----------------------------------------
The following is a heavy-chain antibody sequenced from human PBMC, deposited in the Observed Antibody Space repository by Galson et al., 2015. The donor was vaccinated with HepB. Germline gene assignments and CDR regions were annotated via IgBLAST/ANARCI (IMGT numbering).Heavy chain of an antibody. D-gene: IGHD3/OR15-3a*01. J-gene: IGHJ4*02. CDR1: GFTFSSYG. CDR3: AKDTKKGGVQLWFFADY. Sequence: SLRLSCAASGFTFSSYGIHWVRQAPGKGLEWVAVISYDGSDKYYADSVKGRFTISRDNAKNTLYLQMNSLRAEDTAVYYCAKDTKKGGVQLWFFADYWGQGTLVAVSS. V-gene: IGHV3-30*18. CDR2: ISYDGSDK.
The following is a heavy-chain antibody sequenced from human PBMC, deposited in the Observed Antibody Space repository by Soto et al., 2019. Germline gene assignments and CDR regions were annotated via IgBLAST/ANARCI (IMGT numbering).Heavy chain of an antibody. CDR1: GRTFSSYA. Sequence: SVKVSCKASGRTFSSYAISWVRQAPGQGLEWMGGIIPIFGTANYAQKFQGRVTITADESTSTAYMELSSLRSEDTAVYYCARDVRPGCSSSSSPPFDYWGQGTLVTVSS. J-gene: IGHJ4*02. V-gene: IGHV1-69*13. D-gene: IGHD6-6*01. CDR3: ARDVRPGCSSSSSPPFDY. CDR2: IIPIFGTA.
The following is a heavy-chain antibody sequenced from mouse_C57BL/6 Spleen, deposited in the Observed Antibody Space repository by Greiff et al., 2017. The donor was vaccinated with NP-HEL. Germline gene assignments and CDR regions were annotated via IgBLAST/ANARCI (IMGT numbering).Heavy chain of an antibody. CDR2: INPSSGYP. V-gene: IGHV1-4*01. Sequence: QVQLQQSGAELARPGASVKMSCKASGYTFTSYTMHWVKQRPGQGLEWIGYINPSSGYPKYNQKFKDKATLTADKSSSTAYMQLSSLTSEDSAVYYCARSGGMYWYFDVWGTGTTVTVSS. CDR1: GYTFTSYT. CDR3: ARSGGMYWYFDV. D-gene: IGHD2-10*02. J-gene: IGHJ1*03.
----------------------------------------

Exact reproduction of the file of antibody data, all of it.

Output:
The following is a heavy-chain antibody sequenced from human PBMC, deposited in the Observed Antibody Space repository by Galson et al., 2015. The donor was vaccinated with HepB. Germline gene assignments and CDR regions were annotated via IgBLAST/ANARCI (IMGT numbering).Heavy chain of an antibody. D-gene: IGHD3/OR15-3a*01. J-gene: IGHJ4*02. CDR1: GFTFSSYG. CDR3: AKDTKKGGVQLWFFADY. Sequence: SLRLSCAASGFTFSSYGIHWVRQAPGKGLEWVAVISYDGSDKYYADSVKGRFTISRDNAKNTLYLQMNSLRAEDTAVYYCAKDTKKGGVQLWFFADYWGQGTLVAVSS. V-gene: IGHV3-30*18. CDR2: ISYDGSDK.
The following is a heavy-chain antibody sequenced from human PBMC, deposited in the Observed Antibody Space repository by Soto et al., 2019. Germline gene assignments and CDR regions were annotated via IgBLAST/ANARCI (IMGT numbering).Heavy chain of an antibody. CDR1: GRTFSSYA. Sequence: SVKVSCKASGRTFSSYAISWVRQAPGQGLEWMGGIIPIFGTANYAQKFQGRVTITADESTSTAYMELSSLRSEDTAVYYCARDVRPGCSSSSSPPFDYWGQGTLVTVSS. J-gene: IGHJ4*02. V-gene: IGHV1-69*13. D-gene: IGHD6-6*01. CDR3: ARDVRPGCSSSSSPPFDY. CDR2: IIPIFGTA.
The following is a heavy-chain antibody sequenced from mouse_C57BL/6 Spleen, deposited in the Observed Antibody Space repository by Greiff et al., 2017. The donor was vaccinated with NP-HEL. Germline gene assignments and CDR regions were annotated via IgBLAST/ANARCI (IMGT numbering).Heavy chain of an antibody. CDR2: INPSSGYP. V-gene: IGHV1-4*01. Sequence: QVQLQQSGAELARPGASVKMSCKASGYTFTSYTMHWVKQRPGQGLEWIGYINPSSGYPKYNQKFKDKATLTADKSSSTAYMQLSSLTSEDSAVYYCARSGGMYWYFDVWGTGTTVTVSS. CDR1: GYTFTSYT. CDR3: ARSGGMYWYFDV. D-gene: IGHD2-10*02. J-gene: IGHJ1*03.